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Proposed Data Collection Submitted for Public Comment and Recommendations

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Information about this document as published in the Federal Register.

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Centers for Disease Control and Prevention (CDC), Department of Health and Human Services (HHS).


Notice with comment period.


The Centers for Disease Control and Prevention (CDC), as part of its continuing efforts to reduce public burden and maximize the utility of government information, invites the general public and other Federal agencies to take this opportunity to comment on proposed and/or continuing information collections, as required by the Paperwork Reduction Act of 1995. This notice invites comment on The National Violent Death Reporting System (NVDRS) to continue collecting state-based surveillance data on violent deaths that will provide more detailed and timely information.


Written comments must be received on or before November 7, 2016.


You may submit comments, identified by Docket No. CDC-2016-0087 by any of the following methods:

Federal eRulemaking Portal: Follow the instructions for submitting comments.

Mail: Leroy A. Richardson, Information Collection Review Office, Centers for Disease Control and Prevention, 1600 Clifton Road, NE., MS-D74, Atlanta, Georgia 30329.

Instructions: All submissions received must include the agency name and Docket Number. All relevant comments received will be posted without change to, including any personal information provided. For access to the docket to read background documents or comments received, go to

Please note: All public comment should be submitted through the Federal eRulemaking portal ( or by U.S. mail to the address listed above.

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To request more information on the proposed project or to obtain a copy of the information collection plan and instruments, contact the Information Collection Review Office, Centers for Disease Control and Prevention, 1600 Clifton Road, NE., MS-D74, Atlanta, Georgia 30329; phone: 404-639-7570; Email:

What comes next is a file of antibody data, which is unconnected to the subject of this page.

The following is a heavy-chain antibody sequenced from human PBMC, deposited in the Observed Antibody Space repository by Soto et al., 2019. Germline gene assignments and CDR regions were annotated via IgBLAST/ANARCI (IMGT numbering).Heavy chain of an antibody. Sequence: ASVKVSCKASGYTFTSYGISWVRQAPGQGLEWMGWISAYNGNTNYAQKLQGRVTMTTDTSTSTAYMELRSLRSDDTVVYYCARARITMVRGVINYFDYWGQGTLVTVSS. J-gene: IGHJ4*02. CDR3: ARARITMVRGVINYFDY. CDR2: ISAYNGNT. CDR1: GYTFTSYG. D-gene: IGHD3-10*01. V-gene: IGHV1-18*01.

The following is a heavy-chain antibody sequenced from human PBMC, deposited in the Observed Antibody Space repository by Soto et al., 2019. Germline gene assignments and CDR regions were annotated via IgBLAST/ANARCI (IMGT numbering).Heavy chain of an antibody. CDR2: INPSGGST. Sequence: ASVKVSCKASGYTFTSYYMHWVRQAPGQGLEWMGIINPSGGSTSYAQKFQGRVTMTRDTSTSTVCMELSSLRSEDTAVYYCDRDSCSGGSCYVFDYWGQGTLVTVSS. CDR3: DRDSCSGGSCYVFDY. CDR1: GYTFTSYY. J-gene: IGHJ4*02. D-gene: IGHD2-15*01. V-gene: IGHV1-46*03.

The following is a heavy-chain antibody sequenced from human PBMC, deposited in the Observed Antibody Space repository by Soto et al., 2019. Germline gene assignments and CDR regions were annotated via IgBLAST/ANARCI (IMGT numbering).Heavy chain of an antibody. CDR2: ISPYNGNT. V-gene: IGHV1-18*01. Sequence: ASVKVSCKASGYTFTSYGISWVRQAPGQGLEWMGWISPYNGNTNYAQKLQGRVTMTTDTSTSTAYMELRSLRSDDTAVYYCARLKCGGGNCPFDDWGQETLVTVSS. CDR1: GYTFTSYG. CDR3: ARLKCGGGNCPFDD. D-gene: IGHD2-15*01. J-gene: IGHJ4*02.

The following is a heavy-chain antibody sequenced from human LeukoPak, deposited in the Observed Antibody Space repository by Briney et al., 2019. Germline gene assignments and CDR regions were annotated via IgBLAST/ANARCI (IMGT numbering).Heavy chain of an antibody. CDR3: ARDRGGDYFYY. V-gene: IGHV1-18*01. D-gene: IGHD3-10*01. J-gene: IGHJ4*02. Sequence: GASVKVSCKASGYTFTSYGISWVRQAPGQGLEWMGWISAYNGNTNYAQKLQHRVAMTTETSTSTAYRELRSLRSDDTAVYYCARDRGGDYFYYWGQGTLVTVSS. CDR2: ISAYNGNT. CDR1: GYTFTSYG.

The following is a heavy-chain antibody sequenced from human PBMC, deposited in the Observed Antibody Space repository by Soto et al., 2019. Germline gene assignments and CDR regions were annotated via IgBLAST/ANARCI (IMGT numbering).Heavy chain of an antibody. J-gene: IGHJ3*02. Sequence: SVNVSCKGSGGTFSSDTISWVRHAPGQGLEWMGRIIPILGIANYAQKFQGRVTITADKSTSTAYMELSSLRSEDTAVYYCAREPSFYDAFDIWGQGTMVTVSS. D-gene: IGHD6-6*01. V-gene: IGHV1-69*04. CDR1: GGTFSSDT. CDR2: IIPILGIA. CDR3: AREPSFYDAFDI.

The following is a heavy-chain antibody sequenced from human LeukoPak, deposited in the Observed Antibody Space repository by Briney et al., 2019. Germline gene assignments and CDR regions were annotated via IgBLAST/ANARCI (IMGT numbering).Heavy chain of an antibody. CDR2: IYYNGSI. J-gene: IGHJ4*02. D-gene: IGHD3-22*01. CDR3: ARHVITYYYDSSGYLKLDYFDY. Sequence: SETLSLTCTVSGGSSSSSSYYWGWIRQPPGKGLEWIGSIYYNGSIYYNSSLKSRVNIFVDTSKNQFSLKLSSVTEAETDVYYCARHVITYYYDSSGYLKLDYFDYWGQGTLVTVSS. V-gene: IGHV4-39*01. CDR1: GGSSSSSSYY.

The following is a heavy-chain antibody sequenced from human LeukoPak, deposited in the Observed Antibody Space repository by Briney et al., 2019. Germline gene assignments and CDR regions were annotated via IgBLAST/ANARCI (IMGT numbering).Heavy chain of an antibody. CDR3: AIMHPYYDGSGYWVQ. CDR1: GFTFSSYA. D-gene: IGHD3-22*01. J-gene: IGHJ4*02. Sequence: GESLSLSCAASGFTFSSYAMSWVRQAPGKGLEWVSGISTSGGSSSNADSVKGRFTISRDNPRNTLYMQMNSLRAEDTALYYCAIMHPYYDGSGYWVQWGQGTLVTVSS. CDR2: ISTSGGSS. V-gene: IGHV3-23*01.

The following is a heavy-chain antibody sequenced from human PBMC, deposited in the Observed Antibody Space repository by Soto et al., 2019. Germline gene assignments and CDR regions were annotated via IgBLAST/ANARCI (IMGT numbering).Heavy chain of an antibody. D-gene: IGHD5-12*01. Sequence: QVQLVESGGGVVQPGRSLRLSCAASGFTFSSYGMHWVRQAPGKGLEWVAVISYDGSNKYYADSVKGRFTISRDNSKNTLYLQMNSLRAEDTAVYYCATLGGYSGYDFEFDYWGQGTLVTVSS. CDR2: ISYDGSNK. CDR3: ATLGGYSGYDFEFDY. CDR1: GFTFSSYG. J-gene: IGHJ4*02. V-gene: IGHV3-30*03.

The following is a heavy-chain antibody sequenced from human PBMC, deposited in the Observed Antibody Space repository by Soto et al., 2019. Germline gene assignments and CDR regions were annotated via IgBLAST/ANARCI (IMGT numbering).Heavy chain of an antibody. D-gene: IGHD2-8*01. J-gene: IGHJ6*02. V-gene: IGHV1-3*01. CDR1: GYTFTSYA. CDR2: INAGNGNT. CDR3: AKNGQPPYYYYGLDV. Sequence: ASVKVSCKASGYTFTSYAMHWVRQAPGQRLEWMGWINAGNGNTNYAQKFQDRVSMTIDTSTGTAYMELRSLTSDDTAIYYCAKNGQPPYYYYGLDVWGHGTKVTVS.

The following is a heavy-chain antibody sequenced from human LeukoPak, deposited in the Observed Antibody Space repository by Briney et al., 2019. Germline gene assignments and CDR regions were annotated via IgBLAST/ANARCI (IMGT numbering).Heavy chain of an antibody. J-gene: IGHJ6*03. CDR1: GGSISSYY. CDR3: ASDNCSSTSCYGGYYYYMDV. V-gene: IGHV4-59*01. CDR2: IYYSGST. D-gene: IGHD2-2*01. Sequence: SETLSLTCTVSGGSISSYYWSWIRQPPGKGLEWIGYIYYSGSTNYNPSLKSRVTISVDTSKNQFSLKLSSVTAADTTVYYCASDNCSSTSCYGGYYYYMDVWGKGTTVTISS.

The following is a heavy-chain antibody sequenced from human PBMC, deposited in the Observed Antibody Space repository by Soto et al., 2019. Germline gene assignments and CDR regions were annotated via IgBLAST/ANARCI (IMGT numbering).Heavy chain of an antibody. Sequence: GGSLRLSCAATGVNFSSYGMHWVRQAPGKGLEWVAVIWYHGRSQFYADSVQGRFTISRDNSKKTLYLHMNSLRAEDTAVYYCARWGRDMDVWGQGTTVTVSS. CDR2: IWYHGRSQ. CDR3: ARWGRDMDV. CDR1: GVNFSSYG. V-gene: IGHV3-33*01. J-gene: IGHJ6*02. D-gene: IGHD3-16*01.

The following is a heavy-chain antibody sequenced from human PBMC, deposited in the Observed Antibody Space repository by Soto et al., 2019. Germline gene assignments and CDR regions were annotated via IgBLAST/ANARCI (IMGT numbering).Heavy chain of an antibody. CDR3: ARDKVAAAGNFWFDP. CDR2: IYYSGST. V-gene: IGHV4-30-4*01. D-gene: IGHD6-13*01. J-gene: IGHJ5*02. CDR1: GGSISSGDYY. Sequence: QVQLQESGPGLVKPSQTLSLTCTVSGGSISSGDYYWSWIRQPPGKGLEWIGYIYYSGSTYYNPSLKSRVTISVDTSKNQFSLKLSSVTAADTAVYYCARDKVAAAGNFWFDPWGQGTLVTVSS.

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Under the Paperwork Reduction Act of 1995 (PRA) (44 U.S.C. 3501-3520), Federal agencies must obtain approval from the Office of Management and Budget (OMB) for each collection of information they conduct or sponsor. In addition, the PRA also requires Federal agencies to provide a 60-day notice in the Federal Register concerning each proposed collection of information, including each new proposed collection, each proposed extension of existing collection of information, and each reinstatement of previously approved information collection before submitting the collection to OMB for approval. To comply with this requirement, we are publishing this notice of a proposed data collection as described below.

Comments are invited on: (a) Whether the proposed collection of information is necessary for the proper performance of the functions of the agency, including whether the information shall have practical utility; (b) the accuracy of the agency's estimate of the burden of the proposed collection of information; (c) ways to enhance the quality, utility, and clarity of the information to be collected; (d) ways to minimize the burden of the collection of information on respondents, including through the use of automated collection techniques or other forms of information technology; and (e) estimates of capital or start-up costs and costs of operation, maintenance, and purchase of services to provide information. Burden means the total time, effort, or financial resources expended by persons to generate, maintain, retain, disclose or provide information to or for a Federal agency. This includes the time needed to review instructions; to develop, acquire, install and utilize technology and systems for the purpose of collecting, validating and verifying information, processing and maintaining information, and disclosing and providing information; to train personnel and to be able to respond to a collection of information, to search data sources, to complete and review the collection of information; and to transmit or otherwise disclose the information.

Proposed Project

The National Violent Death Reporting System (NVDRS), (OMB Control No. 0920-0607, Expiration 10/31/2017)—Revision—National Center for Injury Prevention and Control (NCIPC), Centers for Disease Control and Prevention (CDC).

Background and Brief Description